Several of the Thali are Asus EeePC users. We thought we’d compare our impressions of the eee pc , especially from the perspective of using it in the library environment. But first, what are we talking about?
Asus eee pcs are tiny, ultra-portable, cheap computers. There are now three sizes (7″, 9″ and 10″ or close to, and why don’t they advertise these in centimetres in Australia?) available and a choice of operating systems, Windows XP or Linux. The Linux ones come with a simple user interface especially designed for the eee pc.
What is your eee pc setup?
[Peta] 7″ using standard issue Linux operating system. I purchased a small Techworks wireless mouse and Phillips earphones/microphone set. I also use a wireless presenter’s device with it. It did not require any special set up or drivers.
[Fiona] We have the 8.9″ model, or rather my spouse purchased it for us to share so he got the Windows model. I would have preferred Linux. We don’t have any special accessories for this particular laptop.
[Morgan] I bought the green 7” eee. I didn’t really like the OS which it came with out of the box, so I used the tweak described here to enable the “full desktop” mode of the Xandros Linus OS.
[snail] I bought a black 7″ 4G eee a day or two after they came out locally. Like Morgan I’ve enabled full linux desktop mode (Xandros with KDE). I’ve added a 2G SD card for extra storage (32G SD cards are due out this month) and 2G of RAM (required a kernel modification to recognise the extra RAM).
[Kathryn] Mine was a “surprise” 40th birthday present, purchased in March after much hinting from me. It is a black 7” with standard Xandros linux. I’ve added an 8G storage card. I’ve bought a 3 wireless modem with the $15 per month plan that I use to extend the eee when I’m not at home or work.
Is it actually useful or just a toy?
[Michelle] Its very useful although I don’t use it a lot. I use it sometimes at home when I want to work on something whilst watching TV or supervising the kids doing something. I use it mostly to take with me to training, seminars, conferences etc, for note-taking, live-blogging etcv
[Peta] Although one of my colleagues likes to joke about my ‘calculator’, he also wondered if it might be used with a barcode reader for doing asset management work – but we didn’t test it. I use mine more often at home for personal use, but it has been put to use for work purposes on numerous occasions. I have used it for taking minutes, connected to projector for presentations, note taking and blogging at conferences and other events, transferring images from SD card via email to a shared drive (not ideal, but it’s an alternative to finding a card reader to plug in). And I’ve also used Skype for an international conversation with a consultant.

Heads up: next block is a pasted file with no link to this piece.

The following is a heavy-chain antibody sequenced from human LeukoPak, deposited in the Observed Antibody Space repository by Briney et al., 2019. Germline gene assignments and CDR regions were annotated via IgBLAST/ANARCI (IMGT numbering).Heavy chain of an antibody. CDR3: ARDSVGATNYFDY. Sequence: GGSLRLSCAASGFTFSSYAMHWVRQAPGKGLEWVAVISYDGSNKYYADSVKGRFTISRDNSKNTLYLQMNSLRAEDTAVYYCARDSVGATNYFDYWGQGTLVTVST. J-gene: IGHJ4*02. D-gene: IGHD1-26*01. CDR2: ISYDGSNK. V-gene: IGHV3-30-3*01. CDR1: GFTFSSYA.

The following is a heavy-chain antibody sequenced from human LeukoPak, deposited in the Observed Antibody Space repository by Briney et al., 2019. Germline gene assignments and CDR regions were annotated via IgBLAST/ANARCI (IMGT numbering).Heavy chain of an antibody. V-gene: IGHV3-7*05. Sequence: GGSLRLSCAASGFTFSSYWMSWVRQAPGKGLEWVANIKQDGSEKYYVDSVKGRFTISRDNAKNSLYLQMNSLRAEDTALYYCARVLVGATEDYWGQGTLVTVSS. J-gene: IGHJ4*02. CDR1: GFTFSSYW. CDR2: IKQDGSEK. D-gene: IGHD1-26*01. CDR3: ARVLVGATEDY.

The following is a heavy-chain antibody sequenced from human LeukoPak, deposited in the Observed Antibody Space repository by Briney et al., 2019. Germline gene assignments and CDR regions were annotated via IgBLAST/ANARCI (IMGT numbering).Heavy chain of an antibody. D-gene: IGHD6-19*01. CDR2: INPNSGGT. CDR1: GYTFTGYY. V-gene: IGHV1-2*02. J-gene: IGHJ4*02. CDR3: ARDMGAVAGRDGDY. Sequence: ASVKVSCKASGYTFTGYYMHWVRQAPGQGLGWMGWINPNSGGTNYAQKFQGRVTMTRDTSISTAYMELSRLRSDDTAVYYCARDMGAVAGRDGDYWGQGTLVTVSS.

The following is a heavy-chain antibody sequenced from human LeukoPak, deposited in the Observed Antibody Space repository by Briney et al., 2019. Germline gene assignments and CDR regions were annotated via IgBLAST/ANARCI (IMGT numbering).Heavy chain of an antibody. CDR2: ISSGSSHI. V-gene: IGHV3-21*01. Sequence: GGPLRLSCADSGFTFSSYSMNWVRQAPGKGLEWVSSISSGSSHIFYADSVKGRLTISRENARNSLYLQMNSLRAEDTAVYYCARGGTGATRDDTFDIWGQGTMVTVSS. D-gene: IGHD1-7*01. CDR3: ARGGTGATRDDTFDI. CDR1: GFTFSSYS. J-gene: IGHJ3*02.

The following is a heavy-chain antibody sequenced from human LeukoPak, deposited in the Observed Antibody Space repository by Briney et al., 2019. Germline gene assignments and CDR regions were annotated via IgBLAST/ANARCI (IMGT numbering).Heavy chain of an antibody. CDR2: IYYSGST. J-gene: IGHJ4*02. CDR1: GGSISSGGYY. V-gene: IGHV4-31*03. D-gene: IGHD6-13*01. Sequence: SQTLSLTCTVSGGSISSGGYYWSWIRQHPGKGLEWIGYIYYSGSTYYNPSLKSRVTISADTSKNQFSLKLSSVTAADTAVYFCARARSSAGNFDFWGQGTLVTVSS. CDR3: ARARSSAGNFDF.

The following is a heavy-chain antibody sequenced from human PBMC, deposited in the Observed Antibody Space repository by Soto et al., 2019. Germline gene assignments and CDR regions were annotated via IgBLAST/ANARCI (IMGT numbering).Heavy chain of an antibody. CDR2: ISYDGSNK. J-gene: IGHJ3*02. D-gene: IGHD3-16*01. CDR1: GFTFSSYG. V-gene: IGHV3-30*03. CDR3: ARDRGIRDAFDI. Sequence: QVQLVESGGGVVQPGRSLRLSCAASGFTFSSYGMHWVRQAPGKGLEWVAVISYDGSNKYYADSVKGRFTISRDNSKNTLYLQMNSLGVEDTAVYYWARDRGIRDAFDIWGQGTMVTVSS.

[Fiona] For a long time we’ve wanted a computer that was ‘disposable’ enough and portable enough to take away when we travel without really worrying all the time “where’s the laptop?” We travel regularly, but always to budget hotels and places where wifi in the hotel is rare. The EEE works for us because it’s easy to put in a backpack for the day and not have to worry about weight or security as much as we would with a regular laptop. If I lost my MacBook which I have relied on while living overseas, that would be awful. If we lost the EEE which we deliberately save nothing crucial on, it wouldn’t be so bad. We also use it for Skype on the road and watching videos that we convert and put on a USB stick.
I do not see the EEE replacing a full sized laptop at conferences just yet. If I’m presenting I need to have access to more apps than I can run on the EEE (eg I use Keynote now).
[Morgan] I wish it was more of a toy! I must look into downloading some better games for it. I use it for one main thing really, word processing. I have a long train commute and so I can use the eee for journaling, drafting blog posts and things like that. It works well, writing in OpenOffice and then saving it as Word and then using a USB drive to transfer it to my desktop computer. I’ve also used it for reading blog posts, using the Google Reader’s offline function. That’s been ok, although it’s frustrating not being able to follow the links in blog posts I’m reading.
[snail] I’ve used mine for taking notes at conferences, ended up typing several thousand words at a conference earlier in the year. Also use it to jot down ideas on papers I’d like to write. As mine weighs about 900g, it’s light enough to take anywhere. It’s always in my man bag and travels with me everywhere. Also handy for checking email and web browsing while in cafes with wifi. I’ve used it to demonstrate database access for my company at a conference. Plugs into a big screen and displays fine. I’m hoping to supplant my work laptop altogether when I travel but at the moment I still need both.